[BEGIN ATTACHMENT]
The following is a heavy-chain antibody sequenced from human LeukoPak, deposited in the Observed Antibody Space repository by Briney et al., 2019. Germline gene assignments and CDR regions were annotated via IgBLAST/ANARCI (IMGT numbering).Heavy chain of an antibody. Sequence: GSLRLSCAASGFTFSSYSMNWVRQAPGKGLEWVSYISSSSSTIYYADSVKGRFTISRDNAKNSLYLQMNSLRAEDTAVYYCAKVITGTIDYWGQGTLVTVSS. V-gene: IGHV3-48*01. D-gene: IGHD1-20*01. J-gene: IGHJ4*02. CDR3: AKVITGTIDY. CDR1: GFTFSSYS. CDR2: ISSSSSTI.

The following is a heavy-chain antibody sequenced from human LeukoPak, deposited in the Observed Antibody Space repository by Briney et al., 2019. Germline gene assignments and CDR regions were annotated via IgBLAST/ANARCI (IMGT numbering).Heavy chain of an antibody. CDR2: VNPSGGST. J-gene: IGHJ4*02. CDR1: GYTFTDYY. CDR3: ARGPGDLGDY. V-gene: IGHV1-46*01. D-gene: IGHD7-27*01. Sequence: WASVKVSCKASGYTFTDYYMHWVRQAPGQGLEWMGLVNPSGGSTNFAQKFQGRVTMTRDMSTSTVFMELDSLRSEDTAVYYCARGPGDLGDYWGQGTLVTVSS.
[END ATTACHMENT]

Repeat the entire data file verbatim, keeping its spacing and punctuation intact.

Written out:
The following is a heavy-chain antibody sequenced from human LeukoPak, deposited in the Observed Antibody Space repository by Briney et al., 2019. Germline gene assignments and CDR regions were annotated via IgBLAST/ANARCI (IMGT numbering).Heavy chain of an antibody. Sequence: GSLRLSCAASGFTFSSYSMNWVRQAPGKGLEWVSYISSSSSTIYYADSVKGRFTISRDNAKNSLYLQMNSLRAEDTAVYYCAKVITGTIDYWGQGTLVTVSS. V-gene: IGHV3-48*01. D-gene: IGHD1-20*01. J-gene: IGHJ4*02. CDR3: AKVITGTIDY. CDR1: GFTFSSYS. CDR2: ISSSSSTI.

The following is a heavy-chain antibody sequenced from human LeukoPak, deposited in the Observed Antibody Space repository by Briney et al., 2019. Germline gene assignments and CDR regions were annotated via IgBLAST/ANARCI (IMGT numbering).Heavy chain of an antibody. CDR2: VNPSGGST. J-gene: IGHJ4*02. CDR1: GYTFTDYY. CDR3: ARGPGDLGDY. V-gene: IGHV1-46*01. D-gene: IGHD7-27*01. Sequence: WASVKVSCKASGYTFTDYYMHWVRQAPGQGLEWMGLVNPSGGSTNFAQKFQGRVTMTRDMSTSTVFMELDSLRSEDTAVYYCARGPGDLGDYWGQGTLVTVSS.